FIG. 12 depicts an embodiment of a screen that may be provided for a user to obtain a content player and specify devices for content player use.

FIG. 13 depicts an embodiment of a content player interface.

FIG. 14 depicts the settings menu of the embodiment of FIG. 13.

FIGS. 15 A-C depict an embodiment of interfaces that may be provided for a user to manage content player settings.

FIG. 16 depicts the synchronization menu of the embodiment of FIG. 13.

FIG. 17 depicts an exemplary content player architecture.

FIG. 18 depicts an embodiment of content player interface for a mobile phone.

FIG. 19 depicts the settings menu of the embodiment of FIG. 18.

FIG. 20 depicts the synchronization menu of the embodiment of FIG. 18.

FIG. 21 depicts an embodiment of a functional diagram of a content distribution system services component.

FIG. 22 depicts an exemplary personal media library architecture.

DETAILED DESCRIPTION

Generally, the disclosed systems and methods provide a way to engage content consumers with a more personalized, and more radio-like and professional-sounding listening experience.

From a content consumer's point of view, a media content management system and media player allow a user to choose to listen to content from various content sources, e.g., the user's personal music library, a subscription-based third party music library, a radio broadcaster's perishable content or other programming, a library of user-generated content, and third-party advertisement repository, other third-party sources, etc. Thus, for example, a listener may create a listening experience that includes approximately 50% jazz and 50% rock music from a jazz radio station and a rock music repository, respectively, and includes local news updates from a radio station in Atlanta, Ga., sports updates from a radio station in New York, N.Y., and weather and traffic reports from a radio station in the listener's home town. A listener may consume that content using a variety of devices, e.g., a PC, a portable media player, a PDA, a mobile phone, etc.

From the point of view of a content provider, a content distribution system may link together various content sources, such as those described above, and use content from one or more of those various sources to create pleasing listening experiences customized for listeners. A content provider may, for example, be a radio broadcaster or other organization having expertise in scheduling content to engage and hold a listener's interest. A radio broadcaster may, for example, rely on professional radio broadcast scheduling software to create such an experience with content from disparate sources, and may offer such content at various subscription levels, e.g., a free subscription level that includes a certain number of advertisements per hour, and a fee-based subscription level that includes no advertisement and allows inclusion of user-generated content. The content provider may, for example, schedule a playlist with music from a third-party music library, advertisements from an ad repository, weather reports from a radio station in the listener's home town, commentary from a nationally syndicated radio host, and music mash-ups from the listener's personal content library. Thus, in one embodiment, a content provider may provide a radio-like listening experience customized for a particular listener.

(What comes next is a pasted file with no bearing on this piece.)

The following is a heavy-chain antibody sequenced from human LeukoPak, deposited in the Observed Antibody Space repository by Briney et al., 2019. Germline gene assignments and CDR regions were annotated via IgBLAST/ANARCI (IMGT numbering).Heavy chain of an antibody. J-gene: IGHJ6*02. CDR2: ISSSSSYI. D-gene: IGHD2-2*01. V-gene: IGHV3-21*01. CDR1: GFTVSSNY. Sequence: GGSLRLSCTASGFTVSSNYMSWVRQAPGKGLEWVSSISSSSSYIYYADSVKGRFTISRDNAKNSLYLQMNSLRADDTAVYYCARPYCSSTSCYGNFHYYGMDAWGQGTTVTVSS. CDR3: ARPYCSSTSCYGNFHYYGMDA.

The foregoing general description is merely exemplary, of course, and should be viewed simply as a partial overview of the features and functionality of the systems and methods disclosed herein. Additional details, features and functionalities will become apparent below. Nevertheless, the foregoing description serves as a useful starting point in describing various preferred systems, graphical user interfaces, content sources, distribution methods and other aspects.

Functional Overview

In one embodiment, a content distribution system may comprise a suite of components that may provide a customized and radio-like listening experience to listeners. In one embodiment, the suite may comprise (1) a services component, (2) a subscription-based content component, (3) a personal media library component, (4) a content player component and (5) a publishing component. Functional segmentation of the content distribution system may be used to facilitate design, development, deployment, and reuse of system functionality. That is, the content distribution may be designed around a set of services that are assembled to interoperate as various applications. An exemplary functional overview of each component is provided below.